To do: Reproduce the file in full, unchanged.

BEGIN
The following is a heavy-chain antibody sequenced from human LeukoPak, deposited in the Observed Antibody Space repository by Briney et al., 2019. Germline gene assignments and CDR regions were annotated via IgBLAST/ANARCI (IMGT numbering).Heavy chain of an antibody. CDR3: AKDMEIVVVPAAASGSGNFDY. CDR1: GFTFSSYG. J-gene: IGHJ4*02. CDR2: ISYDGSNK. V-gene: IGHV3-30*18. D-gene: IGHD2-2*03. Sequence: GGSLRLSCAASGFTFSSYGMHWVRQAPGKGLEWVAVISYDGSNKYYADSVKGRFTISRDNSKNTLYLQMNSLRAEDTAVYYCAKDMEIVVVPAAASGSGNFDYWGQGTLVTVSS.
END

The following is a heavy-chain antibody sequenced from human LeukoPak, deposited in the Observed Antibody Space repository by Briney et al., 2019. Germline gene assignments and CDR regions were annotated via IgBLAST/ANARCI (IMGT numbering).Heavy chain of an antibody. CDR3: AKDMEIVVVPAAASGSGNFDY. CDR1: GFTFSSYG. J-gene: IGHJ4*02. CDR2: ISYDGSNK. V-gene: IGHV3-30*18. D-gene: IGHD2-2*03. Sequence: GGSLRLSCAASGFTFSSYGMHWVRQAPGKGLEWVAVISYDGSNKYYADSVKGRFTISRDNSKNTLYLQMNSLRAEDTAVYYCAKDMEIVVVPAAASGSGNFDYWGQGTLVTVSS.